About the Medicines
Two different medicines can reduce the risk of breast cancer for women who have never had breast cancer before.
- Raloxifene (ra-LOX-ih-feen). It is only approved for use after menopause.
- Tamoxifen (ta-MOX-ih-fen). It is approved for use before and after menopause.
To reduce the risk of breast cancer, tamoxifen or raloxifene must be taken once every day for up to 5 years.
How They Work
Estrogen is a natural hormone found in the body. Some breast cancers use estrogen to grow. There is a place on some breast cancer cells, called a receptor, where estrogen can attach. This type of breast cancer is called estrogen-receptor positive cancer.
Tamoxifen and raloxifene work by blocking estrogen. They attach to the receptor, so estrogen can’t. Without estrogen, this type of breast cancer cell can’t multiply and grow.
Some breast cancers do not have estrogen receptors. This type of breast cancer is called estrogen-receptor negative cancer. It is not as common, but it is harder to treat.
- Raloxifene and tamoxifen reduce the risk of breast cancers that have estrogen receptors.
- They do not reduce the risk of breast cancers without estrogen receptors.
For women who have never had breast cancer, both tamoxifen and raloxifene reduce invasive breast cancer risk by about 50 percent.
Raloxifene does not lower the risk of non-invasive breast cancers (LCIS and DCIS). Research can’t tell us yet about tamoxifen and non-invasive breast cancers.
Both tamoxifen and raloxifene have common side effects. They both can cause hot flashes. Tamoxifen can cause vaginal symptoms, like itching, dryness, or discharge. Raloxifene can cause leg cramps.
Some women who have taken tamoxifen or raloxifene have had a stroke. Research studies have found that the number of strokes in women taking these medicines is about the same as in women not taking these medicines. Talk with your doctor or nurse about your risk for stroke.
Other serious and life-threatening side effects can also happen.
- Blood clots in the lungs and legs. Tamoxifen and raloxifene raise the risk of blood clots. Blood clots happen more often with tamoxifen than raloxifene.
- Endometrial cancer (cancer of the uterus lining). Tamoxifen raises the risk of endometrial cancer. Raloxifene does not.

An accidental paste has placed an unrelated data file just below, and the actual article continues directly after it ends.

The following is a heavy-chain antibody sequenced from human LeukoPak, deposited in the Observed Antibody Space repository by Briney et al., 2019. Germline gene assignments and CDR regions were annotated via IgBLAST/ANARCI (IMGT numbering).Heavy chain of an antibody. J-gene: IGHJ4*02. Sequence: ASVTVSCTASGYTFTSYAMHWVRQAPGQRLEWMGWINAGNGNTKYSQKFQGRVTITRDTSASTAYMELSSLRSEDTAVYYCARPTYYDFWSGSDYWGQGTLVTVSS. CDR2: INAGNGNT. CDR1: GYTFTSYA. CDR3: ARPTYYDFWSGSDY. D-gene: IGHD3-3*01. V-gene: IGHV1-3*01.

For every 100 women who take tamoxifen or raloxifene for 5 years, the medicine will cause a blood clot or endometrial cancer in about 1 woman.
Taking raloxifene or tamoxifen reduces a woman’s risk of some kinds of breast cancer. Some women who take these medicines will still get breast cancer.
Taking the medicines does not reduce the risk of dying from breast cancer. It also does not mean a woman will live longer. It is not clear why this is the case. Maybe the medicines reduce the kinds of breast cancers that are easiest to treat.
Thinking About the Decision
Most women will never get breast cancer. But some women are at higher risk than others. Talk with your doctor or nurse about your risk of breast cancer.
Tamoxifen and raloxifene can lower the risk of getting some kinds of breast cancer. These medicines also can raise the risk of serious problems. Talk with your doctor or nurse about your risk for serious problems from these medicines.
Think about these questions.
Do I have a high or a low risk for breast cancer? Do I have a high or low risk for serious problems from the medicine?
The risk of side effects should not be higher than the benefit of the medicine.
Can I stick with it?
These medicines need to be taken every day for up to 5 years. They often can cause hot flashes.
Does the cost of the medicines affect my decision?
The cost of the medicines may be important to you. They need to be taken for a long time, and the cost can add up. Check to see if your insurance covers using these medicines to lower breast cancer risk.